FROM THE DESHA COUNTY CIRCUIT COURT, SOUTHERN DISTRICT [NO.
21ACV-03-31] HONORABLE ROBERT BYNUM GIBSON, JR., JUDGE APPEAL
DISMISSED WITHOUT PREJUDICE
Bridges, Young, Matthews & Drake PLC, by: Joseph A.
Strode, for appellant.
Law Firm, P.A., by: Russell D. Berry and Michelle L. Jacobs,
W. GRUBER, Chief Judge.
Company (ATCO) appeals from two orders of the Desha County
Circuit Court entered on June 23 and July 13,
2017. The orders from which ATCO appeals
resulted from appellees Patricia Vaden and Michael Moncrief
seeking a writ of assistance for them to be placed in
possession of certain real property they purchased years
earlier at a partition sale. ATCO argues six points for
reversal. However, we cannot reach the merits of this appeal
because the orders appealed from lack finality. Accordingly,
we dismiss the appeal.
case is one in a series of litigation dealing with ownership
of land located along the old bed of the Arkansas River
between Arkansas County and Desha County. See Dye v.
Anderson-Tully Co., 2011 Ark.App. 503, 385 S.W.3d. 342;
Scales v. Vaden, 2010 Ark.App. 418, 376 S.W.3d 471.
In Scales, we affirmed the circuit court's April
23, 2009 order, which adopted a survey by Jim Cannatella and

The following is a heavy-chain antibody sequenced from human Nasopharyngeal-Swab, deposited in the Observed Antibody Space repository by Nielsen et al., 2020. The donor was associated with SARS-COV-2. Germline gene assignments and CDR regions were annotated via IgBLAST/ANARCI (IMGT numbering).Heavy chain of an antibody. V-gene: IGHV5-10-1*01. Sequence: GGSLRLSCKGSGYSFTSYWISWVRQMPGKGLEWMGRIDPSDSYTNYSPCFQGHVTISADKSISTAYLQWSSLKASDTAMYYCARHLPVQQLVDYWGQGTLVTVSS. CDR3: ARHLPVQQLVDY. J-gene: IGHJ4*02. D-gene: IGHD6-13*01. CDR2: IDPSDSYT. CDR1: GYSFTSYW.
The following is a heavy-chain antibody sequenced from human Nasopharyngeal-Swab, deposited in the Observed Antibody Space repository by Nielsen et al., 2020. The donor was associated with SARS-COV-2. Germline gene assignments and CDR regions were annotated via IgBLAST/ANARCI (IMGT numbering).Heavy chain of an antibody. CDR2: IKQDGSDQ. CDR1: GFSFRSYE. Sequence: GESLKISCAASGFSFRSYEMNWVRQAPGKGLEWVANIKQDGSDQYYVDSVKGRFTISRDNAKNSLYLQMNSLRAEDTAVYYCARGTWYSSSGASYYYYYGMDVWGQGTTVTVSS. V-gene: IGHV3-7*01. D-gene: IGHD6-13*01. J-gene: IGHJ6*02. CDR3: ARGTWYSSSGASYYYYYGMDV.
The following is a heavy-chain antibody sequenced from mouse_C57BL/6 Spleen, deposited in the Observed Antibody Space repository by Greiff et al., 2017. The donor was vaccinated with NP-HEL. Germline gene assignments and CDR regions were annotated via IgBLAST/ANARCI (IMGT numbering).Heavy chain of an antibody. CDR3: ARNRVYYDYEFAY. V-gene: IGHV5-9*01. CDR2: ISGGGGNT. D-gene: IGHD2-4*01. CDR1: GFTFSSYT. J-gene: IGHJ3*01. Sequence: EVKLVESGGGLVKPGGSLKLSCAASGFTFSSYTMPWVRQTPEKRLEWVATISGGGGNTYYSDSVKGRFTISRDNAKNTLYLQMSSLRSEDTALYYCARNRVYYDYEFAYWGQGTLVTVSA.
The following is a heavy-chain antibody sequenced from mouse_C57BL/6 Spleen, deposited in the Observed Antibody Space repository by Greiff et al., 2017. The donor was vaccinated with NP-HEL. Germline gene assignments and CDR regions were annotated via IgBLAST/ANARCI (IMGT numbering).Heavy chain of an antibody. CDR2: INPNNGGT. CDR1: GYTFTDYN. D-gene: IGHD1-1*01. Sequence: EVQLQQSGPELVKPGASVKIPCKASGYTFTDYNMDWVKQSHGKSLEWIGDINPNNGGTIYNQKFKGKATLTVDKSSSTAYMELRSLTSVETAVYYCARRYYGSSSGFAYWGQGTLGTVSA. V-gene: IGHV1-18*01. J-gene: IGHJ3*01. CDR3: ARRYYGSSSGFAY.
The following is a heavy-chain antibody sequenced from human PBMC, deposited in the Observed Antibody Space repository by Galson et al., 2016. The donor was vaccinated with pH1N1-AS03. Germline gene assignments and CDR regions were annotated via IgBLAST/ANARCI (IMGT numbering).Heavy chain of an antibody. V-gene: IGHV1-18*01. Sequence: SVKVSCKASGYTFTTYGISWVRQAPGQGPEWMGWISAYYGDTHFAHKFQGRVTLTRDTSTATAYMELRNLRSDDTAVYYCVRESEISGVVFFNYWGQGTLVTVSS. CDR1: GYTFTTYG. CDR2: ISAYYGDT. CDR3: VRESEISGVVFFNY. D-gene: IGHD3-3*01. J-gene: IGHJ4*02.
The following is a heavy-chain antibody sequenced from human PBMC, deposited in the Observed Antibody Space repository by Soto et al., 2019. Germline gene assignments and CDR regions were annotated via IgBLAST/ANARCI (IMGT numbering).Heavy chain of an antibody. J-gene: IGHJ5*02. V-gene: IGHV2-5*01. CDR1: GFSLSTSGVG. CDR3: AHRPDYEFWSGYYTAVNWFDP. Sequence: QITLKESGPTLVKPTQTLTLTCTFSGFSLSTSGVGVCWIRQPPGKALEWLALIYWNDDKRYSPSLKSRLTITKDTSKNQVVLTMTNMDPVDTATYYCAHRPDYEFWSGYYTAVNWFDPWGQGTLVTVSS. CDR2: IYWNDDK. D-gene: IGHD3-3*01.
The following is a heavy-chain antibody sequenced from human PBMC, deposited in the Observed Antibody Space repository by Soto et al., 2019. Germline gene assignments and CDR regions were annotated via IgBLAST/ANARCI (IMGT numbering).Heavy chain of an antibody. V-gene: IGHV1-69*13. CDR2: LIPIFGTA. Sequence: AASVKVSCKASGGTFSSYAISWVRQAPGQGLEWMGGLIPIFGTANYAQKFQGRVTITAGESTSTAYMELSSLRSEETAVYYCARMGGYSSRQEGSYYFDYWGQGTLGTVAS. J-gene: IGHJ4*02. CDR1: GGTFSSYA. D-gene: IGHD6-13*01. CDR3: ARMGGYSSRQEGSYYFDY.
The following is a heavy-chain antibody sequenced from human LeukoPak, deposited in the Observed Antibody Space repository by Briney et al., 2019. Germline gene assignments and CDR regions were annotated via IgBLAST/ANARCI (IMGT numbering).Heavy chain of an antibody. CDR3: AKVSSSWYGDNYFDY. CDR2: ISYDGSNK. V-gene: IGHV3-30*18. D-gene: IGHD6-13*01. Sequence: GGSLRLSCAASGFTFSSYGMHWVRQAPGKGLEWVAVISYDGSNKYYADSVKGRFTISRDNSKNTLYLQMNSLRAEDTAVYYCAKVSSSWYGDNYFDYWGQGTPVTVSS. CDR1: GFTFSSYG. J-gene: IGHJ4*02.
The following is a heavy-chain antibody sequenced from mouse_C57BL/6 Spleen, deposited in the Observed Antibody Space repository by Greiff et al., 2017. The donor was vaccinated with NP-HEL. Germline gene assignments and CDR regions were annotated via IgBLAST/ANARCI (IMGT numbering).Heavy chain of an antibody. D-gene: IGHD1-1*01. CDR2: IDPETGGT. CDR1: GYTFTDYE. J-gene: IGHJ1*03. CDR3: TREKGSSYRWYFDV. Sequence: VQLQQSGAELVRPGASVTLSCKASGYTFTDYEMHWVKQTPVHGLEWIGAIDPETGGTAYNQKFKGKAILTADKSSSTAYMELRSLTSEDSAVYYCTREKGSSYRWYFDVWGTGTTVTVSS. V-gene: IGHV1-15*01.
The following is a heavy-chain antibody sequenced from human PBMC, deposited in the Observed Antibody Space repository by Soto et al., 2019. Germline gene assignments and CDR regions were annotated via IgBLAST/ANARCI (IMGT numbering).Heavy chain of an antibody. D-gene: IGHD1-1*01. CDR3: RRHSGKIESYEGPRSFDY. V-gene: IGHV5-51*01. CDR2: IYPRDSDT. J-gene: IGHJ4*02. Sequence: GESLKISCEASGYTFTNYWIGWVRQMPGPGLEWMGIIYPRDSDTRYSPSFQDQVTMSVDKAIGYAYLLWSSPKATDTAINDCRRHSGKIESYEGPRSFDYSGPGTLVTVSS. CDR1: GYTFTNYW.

authorized appellees to identify their boundary lines on the
land specified in the order. We held that the circuit court
did not err in denying a Rule 60 motion to modify the legal
description because the orders in question were entered in
2005, and the final hearing was in 2009, long past the
ninety-day limitation. ATCO was not a party to
Scales, as its motion to intervene had been denied.
handed down our opinion in Scales on May 12, 2010.
Shortly thereafter, appellees filed an application for writ
of assistance to place them in possession of the property.
They asserted that Billy Scales and Sammy Scales, two of the
defendants in Scales, had denied them access to
their property. After the case languished for several years,
appellees filed a second application for writ of assistance
and motion for contempt in May 2013. This application alleged
that Billy and Sammy acted in concert with ATCO to prevent
appellees from identifying and taking possession of lands
confirmed in appellees and affirmed on appeal. It was further
alleged that ATCO should be made a party to this action and
that ATCO, Billy, and Sammy be held in contempt.
an August 2013 hearing was adjourned without a resolution,
another hearing was held on May 11, 2015. The court announced
that the sole issue being addressed by the court at that
hearing was whether to direct a surveyor to set monuments to
locate the boundaries found by Jim Cannatella in his 2009
survey. The court decided that it wanted Cannatella to locate
the survey points he had found in his 2009 survey. The court
also directed the issuance of a writ of assistance so
Cannatella would have access to the property. Inexplicably,
an order was not entered until June 23, 2017. At that time, the
court entered an order memorializing its bench ruling from
the May 2015 hearing.
7, 2017, ATCO filed a motion to vacate or for a new trial
pursuant to Rules 59 and 60 of the Arkansas Rules of Civil